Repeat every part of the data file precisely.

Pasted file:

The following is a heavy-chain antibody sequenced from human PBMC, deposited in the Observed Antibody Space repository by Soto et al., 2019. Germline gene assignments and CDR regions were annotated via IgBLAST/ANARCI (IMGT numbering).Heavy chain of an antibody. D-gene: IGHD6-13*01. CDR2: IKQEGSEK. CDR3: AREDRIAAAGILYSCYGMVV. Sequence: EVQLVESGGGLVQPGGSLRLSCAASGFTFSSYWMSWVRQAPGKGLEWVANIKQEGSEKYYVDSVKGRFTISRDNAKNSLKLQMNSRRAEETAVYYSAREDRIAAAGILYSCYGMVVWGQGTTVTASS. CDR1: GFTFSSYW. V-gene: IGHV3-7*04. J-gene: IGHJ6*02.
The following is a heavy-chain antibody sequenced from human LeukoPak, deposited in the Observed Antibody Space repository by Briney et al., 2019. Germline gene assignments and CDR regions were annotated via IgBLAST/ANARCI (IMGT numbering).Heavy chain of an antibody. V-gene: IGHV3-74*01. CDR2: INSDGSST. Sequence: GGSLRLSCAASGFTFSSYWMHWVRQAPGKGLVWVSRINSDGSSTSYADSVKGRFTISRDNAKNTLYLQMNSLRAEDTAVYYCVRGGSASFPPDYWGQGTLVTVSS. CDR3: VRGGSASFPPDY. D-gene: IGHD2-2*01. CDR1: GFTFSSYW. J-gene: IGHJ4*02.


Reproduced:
The following is a heavy-chain antibody sequenced from human PBMC, deposited in the Observed Antibody Space repository by Soto et al., 2019. Germline gene assignments and CDR regions were annotated via IgBLAST/ANARCI (IMGT numbering).Heavy chain of an antibody. D-gene: IGHD6-13*01. CDR2: IKQEGSEK. CDR3: AREDRIAAAGILYSCYGMVV. Sequence: EVQLVESGGGLVQPGGSLRLSCAASGFTFSSYWMSWVRQAPGKGLEWVANIKQEGSEKYYVDSVKGRFTISRDNAKNSLKLQMNSRRAEETAVYYSAREDRIAAAGILYSCYGMVVWGQGTTVTASS. CDR1: GFTFSSYW. V-gene: IGHV3-7*04. J-gene: IGHJ6*02.
The following is a heavy-chain antibody sequenced from human LeukoPak, deposited in the Observed Antibody Space repository by Briney et al., 2019. Germline gene assignments and CDR regions were annotated via IgBLAST/ANARCI (IMGT numbering).Heavy chain of an antibody. V-gene: IGHV3-74*01. CDR2: INSDGSST. Sequence: GGSLRLSCAASGFTFSSYWMHWVRQAPGKGLVWVSRINSDGSSTSYADSVKGRFTISRDNAKNTLYLQMNSLRAEDTAVYYCVRGGSASFPPDYWGQGTLVTVSS. CDR3: VRGGSASFPPDY. D-gene: IGHD2-2*01. CDR1: GFTFSSYW. J-gene: IGHJ4*02.